Scotchain (see what they did there?) hit its second year at full velocity.
I arrived at RBS’s Edinburgh campus slightly sweaty, having decided it was a cracking idea to walk from the airport along the main roads in the rain. Having had some delightful pleasantries hurled at me from passing white vans, I knew the day was going to be worth the 4.am alarm and 7am flight.
The RBS campus is huge. I fell into a small group of people also looking for the conference hall – a woman from Deloitte, an angel investor and a 20-year old student from Cameroon, who wanted to use Blockchain as a way to remotely fund microbusinesses back home.
The motley group was a strong reminder of how many people are pricking an ear up to Blockchain technology.
On finally arriving at the RBS conference center (after a long detour around their sculpted grounds and accidentally wondering into the wrong building), the first thing apparent was the unmistakable energy.
Scotland is forging ahead when it comes to technology and FinTech companies, and there was a definite buzz amongst the 300-odd delegates, with a few commenting that it felt like “the good old days of the 90s”.
We filed into the Amphitheatre for a series of talks by the great, good and notorious of the scene, and although the day was weighted towards the use of Blockchain in the financial services sector, there were a few themes that appeared consistently throughout the day.
Paul Wheelhouse, Scotland Minister for Business, Innovation and Energy opened the day with an enthusiastic call to arms for Scotland’s tech sector, and highlighted the ability of Blockchain tech to assist in the public sector.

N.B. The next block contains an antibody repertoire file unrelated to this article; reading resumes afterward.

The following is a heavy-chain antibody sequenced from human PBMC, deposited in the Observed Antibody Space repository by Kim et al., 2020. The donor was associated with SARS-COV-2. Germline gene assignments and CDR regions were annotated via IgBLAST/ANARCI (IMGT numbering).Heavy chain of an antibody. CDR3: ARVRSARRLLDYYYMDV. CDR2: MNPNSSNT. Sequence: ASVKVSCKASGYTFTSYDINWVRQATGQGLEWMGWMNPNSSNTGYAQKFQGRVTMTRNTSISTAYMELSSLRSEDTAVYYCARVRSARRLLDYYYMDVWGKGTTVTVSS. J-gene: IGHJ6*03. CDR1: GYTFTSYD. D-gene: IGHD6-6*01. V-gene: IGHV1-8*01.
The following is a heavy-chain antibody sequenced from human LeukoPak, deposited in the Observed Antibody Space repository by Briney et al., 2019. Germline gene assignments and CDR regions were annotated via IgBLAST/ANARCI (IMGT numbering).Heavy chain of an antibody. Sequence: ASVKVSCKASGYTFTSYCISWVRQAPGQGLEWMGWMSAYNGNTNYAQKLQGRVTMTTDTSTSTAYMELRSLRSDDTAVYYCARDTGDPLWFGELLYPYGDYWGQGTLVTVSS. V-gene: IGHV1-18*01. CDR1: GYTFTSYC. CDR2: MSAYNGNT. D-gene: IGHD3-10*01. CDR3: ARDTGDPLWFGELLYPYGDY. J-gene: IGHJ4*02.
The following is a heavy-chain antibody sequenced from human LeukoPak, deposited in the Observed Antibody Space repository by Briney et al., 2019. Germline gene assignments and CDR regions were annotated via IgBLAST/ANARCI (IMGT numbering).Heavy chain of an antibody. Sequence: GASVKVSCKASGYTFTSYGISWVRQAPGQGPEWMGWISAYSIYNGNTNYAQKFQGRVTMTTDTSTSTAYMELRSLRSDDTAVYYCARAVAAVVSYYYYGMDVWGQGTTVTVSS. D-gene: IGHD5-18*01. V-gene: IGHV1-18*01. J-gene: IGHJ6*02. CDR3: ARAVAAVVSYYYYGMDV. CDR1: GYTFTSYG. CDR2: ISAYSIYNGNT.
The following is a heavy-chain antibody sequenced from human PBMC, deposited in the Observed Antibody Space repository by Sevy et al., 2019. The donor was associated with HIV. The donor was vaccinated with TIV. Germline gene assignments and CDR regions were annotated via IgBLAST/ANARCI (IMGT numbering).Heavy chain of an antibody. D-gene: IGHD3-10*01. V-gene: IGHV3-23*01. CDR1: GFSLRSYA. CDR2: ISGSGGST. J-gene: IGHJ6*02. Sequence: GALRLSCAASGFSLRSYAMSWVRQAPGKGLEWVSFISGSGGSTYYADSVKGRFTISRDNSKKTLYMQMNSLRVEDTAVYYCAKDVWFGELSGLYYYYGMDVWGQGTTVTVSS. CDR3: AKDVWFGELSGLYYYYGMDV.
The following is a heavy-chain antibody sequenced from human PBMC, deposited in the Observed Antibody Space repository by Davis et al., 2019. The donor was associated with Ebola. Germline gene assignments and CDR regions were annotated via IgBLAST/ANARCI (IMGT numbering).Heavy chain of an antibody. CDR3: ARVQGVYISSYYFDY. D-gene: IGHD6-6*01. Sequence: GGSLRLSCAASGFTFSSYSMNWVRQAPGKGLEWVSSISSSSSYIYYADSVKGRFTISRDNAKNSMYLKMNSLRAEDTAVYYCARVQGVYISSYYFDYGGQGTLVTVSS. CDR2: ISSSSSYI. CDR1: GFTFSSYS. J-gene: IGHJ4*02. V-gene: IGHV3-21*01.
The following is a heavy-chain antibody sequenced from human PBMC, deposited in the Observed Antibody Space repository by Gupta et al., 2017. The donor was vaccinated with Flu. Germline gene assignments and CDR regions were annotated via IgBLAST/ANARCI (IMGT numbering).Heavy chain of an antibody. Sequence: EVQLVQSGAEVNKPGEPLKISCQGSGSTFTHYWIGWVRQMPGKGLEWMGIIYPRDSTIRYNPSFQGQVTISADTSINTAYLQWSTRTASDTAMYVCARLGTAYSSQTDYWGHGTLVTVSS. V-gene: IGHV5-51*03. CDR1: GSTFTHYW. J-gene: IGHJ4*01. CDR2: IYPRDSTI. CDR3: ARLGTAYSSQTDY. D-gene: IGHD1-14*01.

A key narrative was “disclosure without exposure” - the power to selectively reveal information without giving access to the entire data set or context.
For instance, a Blockchain mechanism might prove that a customer is old enough to drink without revealing their actual age.
This was all tied into the recurring idea that a consumer’s data should be solidified and belong to the consumer - not fragmented and owned by hundreds of different institutions.
The desire for one clean block of individual data, allowing institutions access as and when required surfaced in almost every talk. In this utopia, a citizen might allow the NHS access to their health data when needed and allow their utilities company another - but the data would be a single, controlled batch, not duplicated across departments and corporations.
Areas most likely to be impacted by Blockchain are those where existing systems lack efficiency or relay on middlemen.
For example, in a breakneck presentation Ross Laurie talked us through his initiative to get those in construction paid in real time - as beacons on site monitor their arrival and departure, their funds are instantly transferred into their bank account. Of course, as his Etch system started to take off, they realised they also needed to start working on real-time tax payment… watch this space.
He also shared the Blocktopus – a sprawling visualization of block chain use cases and embarked on a brief detour into the possibility of fog computing.
Prof William Buchanan bowled onto the stage with some glee, enthused by the idea GDPR will change everything for citizens – that they might take back ownership of their data.
On the following panel, Prof Buchanan described GDPR as “The best thing that’s happened – there’s no get out jail card anymore.”
The panel agreed that blockchain breakthroughs are going to come from the edges - ticketing, e-gaming etc, not heavily regulated areas like finance.
David Birch introduced the concept of “ambient accountability”, citing the example of a robber-proof bank designed solely from glass, so everyone can see what’s happening inside. He trod a more cautious path on Blockchain uptake, wondering how we can build shiny new futures from it when we haven’t even agreed on the correct terminology.
So, a day of disagreements, innovation and a lot of the nervous energy that seems to build just before a big breakthrough.
Although Blockchain is still nascent technology, its momentum (especially North of the Border) seems undeniable even if its benefits are only slowly becoming apparent.